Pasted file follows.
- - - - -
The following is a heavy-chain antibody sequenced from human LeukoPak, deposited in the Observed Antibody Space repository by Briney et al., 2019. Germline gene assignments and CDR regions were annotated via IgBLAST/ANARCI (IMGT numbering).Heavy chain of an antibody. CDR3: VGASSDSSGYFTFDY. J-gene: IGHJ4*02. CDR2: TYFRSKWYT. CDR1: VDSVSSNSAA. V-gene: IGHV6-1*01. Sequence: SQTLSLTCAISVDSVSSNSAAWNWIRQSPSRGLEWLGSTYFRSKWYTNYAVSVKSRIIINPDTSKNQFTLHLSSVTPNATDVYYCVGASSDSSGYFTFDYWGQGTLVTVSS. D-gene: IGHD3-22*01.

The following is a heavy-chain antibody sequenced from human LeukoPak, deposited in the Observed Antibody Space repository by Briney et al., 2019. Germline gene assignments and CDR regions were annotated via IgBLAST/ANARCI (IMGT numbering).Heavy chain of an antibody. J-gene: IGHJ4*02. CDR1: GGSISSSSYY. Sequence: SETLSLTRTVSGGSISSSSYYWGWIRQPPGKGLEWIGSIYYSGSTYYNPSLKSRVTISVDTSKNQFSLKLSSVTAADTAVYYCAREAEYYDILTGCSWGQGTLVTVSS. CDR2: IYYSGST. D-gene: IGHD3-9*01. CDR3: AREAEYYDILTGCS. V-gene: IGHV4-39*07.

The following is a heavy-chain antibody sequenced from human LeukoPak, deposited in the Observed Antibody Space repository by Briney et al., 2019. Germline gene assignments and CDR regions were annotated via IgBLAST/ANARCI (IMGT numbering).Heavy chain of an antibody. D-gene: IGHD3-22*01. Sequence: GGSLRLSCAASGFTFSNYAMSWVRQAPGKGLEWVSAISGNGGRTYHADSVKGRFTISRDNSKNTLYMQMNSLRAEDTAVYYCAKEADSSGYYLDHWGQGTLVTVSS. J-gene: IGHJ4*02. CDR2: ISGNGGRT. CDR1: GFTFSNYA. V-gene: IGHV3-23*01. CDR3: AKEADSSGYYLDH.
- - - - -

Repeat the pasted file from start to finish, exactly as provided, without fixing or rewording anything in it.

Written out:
The following is a heavy-chain antibody sequenced from human LeukoPak, deposited in the Observed Antibody Space repository by Briney et al., 2019. Germline gene assignments and CDR regions were annotated via IgBLAST/ANARCI (IMGT numbering).Heavy chain of an antibody. CDR3: VGASSDSSGYFTFDY. J-gene: IGHJ4*02. CDR2: TYFRSKWYT. CDR1: VDSVSSNSAA. V-gene: IGHV6-1*01. Sequence: SQTLSLTCAISVDSVSSNSAAWNWIRQSPSRGLEWLGSTYFRSKWYTNYAVSVKSRIIINPDTSKNQFTLHLSSVTPNATDVYYCVGASSDSSGYFTFDYWGQGTLVTVSS. D-gene: IGHD3-22*01.

The following is a heavy-chain antibody sequenced from human LeukoPak, deposited in the Observed Antibody Space repository by Briney et al., 2019. Germline gene assignments and CDR regions were annotated via IgBLAST/ANARCI (IMGT numbering).Heavy chain of an antibody. J-gene: IGHJ4*02. CDR1: GGSISSSSYY. Sequence: SETLSLTRTVSGGSISSSSYYWGWIRQPPGKGLEWIGSIYYSGSTYYNPSLKSRVTISVDTSKNQFSLKLSSVTAADTAVYYCAREAEYYDILTGCSWGQGTLVTVSS. CDR2: IYYSGST. D-gene: IGHD3-9*01. CDR3: AREAEYYDILTGCS. V-gene: IGHV4-39*07.

The following is a heavy-chain antibody sequenced from human LeukoPak, deposited in the Observed Antibody Space repository by Briney et al., 2019. Germline gene assignments and CDR regions were annotated via IgBLAST/ANARCI (IMGT numbering).Heavy chain of an antibody. D-gene: IGHD3-22*01. Sequence: GGSLRLSCAASGFTFSNYAMSWVRQAPGKGLEWVSAISGNGGRTYHADSVKGRFTISRDNSKNTLYMQMNSLRAEDTAVYYCAKEADSSGYYLDHWGQGTLVTVSS. J-gene: IGHJ4*02. CDR2: ISGNGGRT. CDR1: GFTFSNYA. V-gene: IGHV3-23*01. CDR3: AKEADSSGYYLDH.